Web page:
Get your extra reading on “cookie consent” and AdTech done
On 22 February, the Belgian Data Protection Authority (DPA) made a decision regarding complaints about the Internet Advertising Bureau Europe (IAB Europe) "consent framework". This is a commonly used cookie pop-up asking for "consent" to be tracked.
On 22 February, the Belgian Data Protection Authority (DPA) made a decision regarding complaints about the Internet Advertising Bureau Europe (IAB Europe) “consent framework”. This is a commonly used cookie pop-up asking for “consent” to be tracked.
An important part of the decision is that the Belgian DPA found this framework to violate both the General Data Protection Regulation (GDPR) and the Belgian implementation of the ePrivacy Directive, and has given IAB Europe until early April to prove that it can be made compatible with these rules.
What does academic research have to say?
Two academic papers published recently question the ability of IAB Europe to comply with the rules. One, titled “An Unending Data Breach Immune to Audit? Can the TCF and RTB Be Reconciled with the GDPR?” by Johnny Ryan (Senior Fellow at the Irish Civil Liberties Council and one of the complainants in the Belgian procedure) and Cristiana Santos (Assistant Professor at Utrecht University). The other, titled “Impossible asks: Can the TCF Ever Authorise Real-Time Bidding After the Belgian DPA Decisi” by Michael Veale (Associate Professor at University College London), Midas Nouwens (Assistant Professor at Aarhus University) and Cristiana Santos (Assistant Professor at Utrecht University), published in Technology and Regulation.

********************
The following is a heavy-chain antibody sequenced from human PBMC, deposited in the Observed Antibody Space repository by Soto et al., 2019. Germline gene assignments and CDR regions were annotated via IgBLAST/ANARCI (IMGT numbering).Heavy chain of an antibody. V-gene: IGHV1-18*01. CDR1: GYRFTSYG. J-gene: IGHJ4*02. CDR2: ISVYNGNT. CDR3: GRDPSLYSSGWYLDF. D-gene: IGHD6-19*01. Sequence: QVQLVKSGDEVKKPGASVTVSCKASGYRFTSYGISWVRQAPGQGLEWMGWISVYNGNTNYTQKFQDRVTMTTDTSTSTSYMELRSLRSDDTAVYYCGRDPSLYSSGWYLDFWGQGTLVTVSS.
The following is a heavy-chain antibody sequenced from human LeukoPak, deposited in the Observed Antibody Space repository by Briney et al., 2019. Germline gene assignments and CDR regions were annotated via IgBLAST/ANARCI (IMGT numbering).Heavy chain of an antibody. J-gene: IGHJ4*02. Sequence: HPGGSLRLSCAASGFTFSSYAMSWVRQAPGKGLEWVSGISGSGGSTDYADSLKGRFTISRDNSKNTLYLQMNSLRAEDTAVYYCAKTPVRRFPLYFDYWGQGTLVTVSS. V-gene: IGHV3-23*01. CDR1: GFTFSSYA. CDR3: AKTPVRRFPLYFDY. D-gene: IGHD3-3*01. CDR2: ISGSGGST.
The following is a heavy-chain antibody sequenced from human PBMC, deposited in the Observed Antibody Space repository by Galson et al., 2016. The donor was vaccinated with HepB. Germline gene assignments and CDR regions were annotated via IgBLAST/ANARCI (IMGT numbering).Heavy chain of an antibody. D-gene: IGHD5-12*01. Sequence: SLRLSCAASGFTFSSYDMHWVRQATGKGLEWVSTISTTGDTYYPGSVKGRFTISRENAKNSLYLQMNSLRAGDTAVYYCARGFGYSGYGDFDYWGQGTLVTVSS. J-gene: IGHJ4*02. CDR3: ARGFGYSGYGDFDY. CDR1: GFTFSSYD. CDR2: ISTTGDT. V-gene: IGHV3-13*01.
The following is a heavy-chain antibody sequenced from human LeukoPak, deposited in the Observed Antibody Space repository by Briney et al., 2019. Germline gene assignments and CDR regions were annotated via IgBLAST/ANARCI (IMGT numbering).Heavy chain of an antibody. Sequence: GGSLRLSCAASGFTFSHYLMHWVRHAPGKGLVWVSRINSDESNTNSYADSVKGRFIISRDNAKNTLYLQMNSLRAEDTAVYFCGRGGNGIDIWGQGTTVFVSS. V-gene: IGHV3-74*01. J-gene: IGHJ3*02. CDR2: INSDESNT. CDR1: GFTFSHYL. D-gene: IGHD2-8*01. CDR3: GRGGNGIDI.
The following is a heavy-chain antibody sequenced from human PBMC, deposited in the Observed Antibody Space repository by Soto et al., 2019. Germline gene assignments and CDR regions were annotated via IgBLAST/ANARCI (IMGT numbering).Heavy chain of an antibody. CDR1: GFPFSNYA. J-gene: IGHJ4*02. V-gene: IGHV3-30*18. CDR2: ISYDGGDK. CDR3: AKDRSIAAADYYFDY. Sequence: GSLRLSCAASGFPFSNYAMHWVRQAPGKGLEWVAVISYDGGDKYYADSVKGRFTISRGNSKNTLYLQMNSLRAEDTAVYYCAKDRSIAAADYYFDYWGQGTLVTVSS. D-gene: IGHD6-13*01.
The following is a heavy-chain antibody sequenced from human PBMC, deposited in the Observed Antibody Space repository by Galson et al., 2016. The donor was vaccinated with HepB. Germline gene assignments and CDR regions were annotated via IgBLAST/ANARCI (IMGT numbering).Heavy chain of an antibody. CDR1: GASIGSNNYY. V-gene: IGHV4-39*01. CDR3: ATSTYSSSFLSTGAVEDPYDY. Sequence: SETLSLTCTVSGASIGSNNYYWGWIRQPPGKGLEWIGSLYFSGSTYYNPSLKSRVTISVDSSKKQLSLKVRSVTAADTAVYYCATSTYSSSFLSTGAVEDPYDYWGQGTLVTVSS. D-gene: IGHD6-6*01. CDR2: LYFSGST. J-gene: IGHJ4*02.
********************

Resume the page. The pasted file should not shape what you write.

Both papers conclude that consent frameworks like the one used by IAB Europe are inherently irreconcilable with relevant European and Member State law. In particular, the way how Real-Time Bidding (RTB), an auction setting where ad impressions are publicly auctioned in milliseconds, works in AdTech, is structurally hard to reconcile with core principles of data protection law. One such principle is that consent must be well-informed and specific, which in light of the plurality of recipients (hundreds of AdTech companies) of the personal data in the RTB environment is a nearly impossible barrier to clear. Another one is that consent can be withdrawn, which is likewise very difficult to effectuate in an environment with large (and changing) groups of recipients of the personal data received.
For more in-depth reading on the RTB, we recommend another recent paper, titled “Adtech and Real-Time Bidding under European Data Protection Law” by Michael Veale (Associate Professor at University College London) and Frederik Zuiderveen Borgesius (Professor at Radboud University). This calls for regulatory intervention for which the EU Digital Services Act would be an excellent place to do so, notes the article’s author.
(Contribution by: Walter Van Holst, EDRi member Vrijschrift)